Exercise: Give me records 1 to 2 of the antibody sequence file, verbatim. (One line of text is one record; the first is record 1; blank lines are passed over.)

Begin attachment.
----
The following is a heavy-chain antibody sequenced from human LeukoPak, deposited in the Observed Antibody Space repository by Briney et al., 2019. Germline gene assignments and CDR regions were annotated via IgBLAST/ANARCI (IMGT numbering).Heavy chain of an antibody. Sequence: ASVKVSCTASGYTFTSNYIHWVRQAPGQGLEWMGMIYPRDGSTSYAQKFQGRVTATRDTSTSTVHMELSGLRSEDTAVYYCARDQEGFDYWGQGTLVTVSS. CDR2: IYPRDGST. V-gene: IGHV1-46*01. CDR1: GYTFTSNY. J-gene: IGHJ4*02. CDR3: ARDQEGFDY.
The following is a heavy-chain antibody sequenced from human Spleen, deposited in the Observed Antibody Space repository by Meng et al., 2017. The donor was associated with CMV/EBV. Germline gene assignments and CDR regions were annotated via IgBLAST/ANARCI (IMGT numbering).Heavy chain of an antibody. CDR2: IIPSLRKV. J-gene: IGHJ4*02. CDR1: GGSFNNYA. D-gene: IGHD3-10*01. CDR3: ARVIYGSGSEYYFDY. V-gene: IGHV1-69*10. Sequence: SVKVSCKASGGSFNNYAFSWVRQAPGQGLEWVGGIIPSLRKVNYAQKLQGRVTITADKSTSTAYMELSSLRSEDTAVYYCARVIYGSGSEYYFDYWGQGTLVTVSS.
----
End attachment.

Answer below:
The following is a heavy-chain antibody sequenced from human LeukoPak, deposited in the Observed Antibody Space repository by Briney et al., 2019. Germline gene assignments and CDR regions were annotated via IgBLAST/ANARCI (IMGT numbering).Heavy chain of an antibody. Sequence: ASVKVSCTASGYTFTSNYIHWVRQAPGQGLEWMGMIYPRDGSTSYAQKFQGRVTATRDTSTSTVHMELSGLRSEDTAVYYCARDQEGFDYWGQGTLVTVSS. CDR2: IYPRDGST. V-gene: IGHV1-46*01. CDR1: GYTFTSNY. J-gene: IGHJ4*02. CDR3: ARDQEGFDY.
The following is a heavy-chain antibody sequenced from human Spleen, deposited in the Observed Antibody Space repository by Meng et al., 2017. The donor was associated with CMV/EBV. Germline gene assignments and CDR regions were annotated via IgBLAST/ANARCI (IMGT numbering).Heavy chain of an antibody. CDR2: IIPSLRKV. J-gene: IGHJ4*02. CDR1: GGSFNNYA. D-gene: IGHD3-10*01. CDR3: ARVIYGSGSEYYFDY. V-gene: IGHV1-69*10. Sequence: SVKVSCKASGGSFNNYAFSWVRQAPGQGLEWVGGIIPSLRKVNYAQKLQGRVTITADKSTSTAYMELSSLRSEDTAVYYCARVIYGSGSEYYFDYWGQGTLVTVSS.